Source: Morningstar

According to the table, the EV/EBITDA multiple of Verizon is higher than its biggest competitor, AT&T. However, the other two industry peers have higher EV/EBITDA multiples than Verizon. A lower EV/EBITDA multiple usually indicates a stock is undervalued. Both Verizon and AT&T look attractively priced at current levels. In our previous articles, we have recommended AT&T due to the solid growth potential in dividends and attractive valuation. The EV/EBITDA multiple also shows that these two stocks are attractively priced.

Verizon's valuation is also supported by a consistent increase in profitability observed in the last few years. The operating margin for Verizon has gone up to 26.5% from just over 11.4% a year ago - Verizon's operating margin is almost double the industry average of 15%. The company also has huge potential to grow its profits in the coming years by taking certain measures - Verizon made an investment of $711 million in infrastructure improvements for both its residential as well as business segments. The company has invested around $3.7 billion in the state of Virginia, with the addition of 20,000 miles of fiber optic wiring. Telecom companies mostly derive their future growth from intense infrastructure capital spending, and this expenditure will allow the company to continue its impressive growth in profitability and cash flows. Also, telecom companies are now expanding their wireless spectrums by acquiring smaller struggling companies. Verizon recently acquired Cincinnati Bell's (NYSE:CBB) spectrum for $210 million, which is intended to enhance its spectrum position and provide the company with more wireless capacity.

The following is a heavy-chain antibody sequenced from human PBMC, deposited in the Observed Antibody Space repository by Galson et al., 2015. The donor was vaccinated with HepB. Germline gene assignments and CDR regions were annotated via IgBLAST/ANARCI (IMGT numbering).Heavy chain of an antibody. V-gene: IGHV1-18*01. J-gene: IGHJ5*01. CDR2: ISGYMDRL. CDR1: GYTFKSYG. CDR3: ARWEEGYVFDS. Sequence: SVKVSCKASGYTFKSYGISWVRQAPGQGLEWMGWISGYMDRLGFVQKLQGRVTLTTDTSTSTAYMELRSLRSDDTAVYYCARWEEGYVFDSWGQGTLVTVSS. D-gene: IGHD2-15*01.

Conclusion

The EV/EBITDA multiple shows that the stock is undervalued at the moment. The takeover of Verizon Wireless from Vodafone (NASDAQ:VOD) has resulted in a massive increase in the long-term debt of the company. As a result, the enterprise value has gone up, along with the EV/EBITDA multiple. However, the multiple is still better than some of its peers, and AT&T's EV/EBITDA multiple is helped by the lower debt of the company. We believe Verizon and AT&T are both extremely attractive investments in the telecom sector - both these companies have solid dividends, with impressive dividend growth and strong cash flows.

Disclosure: I have no positions in any stocks mentioned, and no plans to initiate any positions within the next 72 hours.

Business relationship disclosure: I have no positions in any stocks mentioned, and no plans to initiate any positions within the next 72 hours. IAEResearch is not a registered investment advisor or broker/dealer. This article was written by an analyst at IAEResearch and represents his/her personal opinion about the companies mentioned in the article. The article is for informational purposes only and it should not be taken as investment advice. Investors are encouraged to conduct their own due diligence before making an investment decision. I am not receiving any compensation (other than from Seeking Alpha) for this article, and have no relationship with the companies mentioned in the article.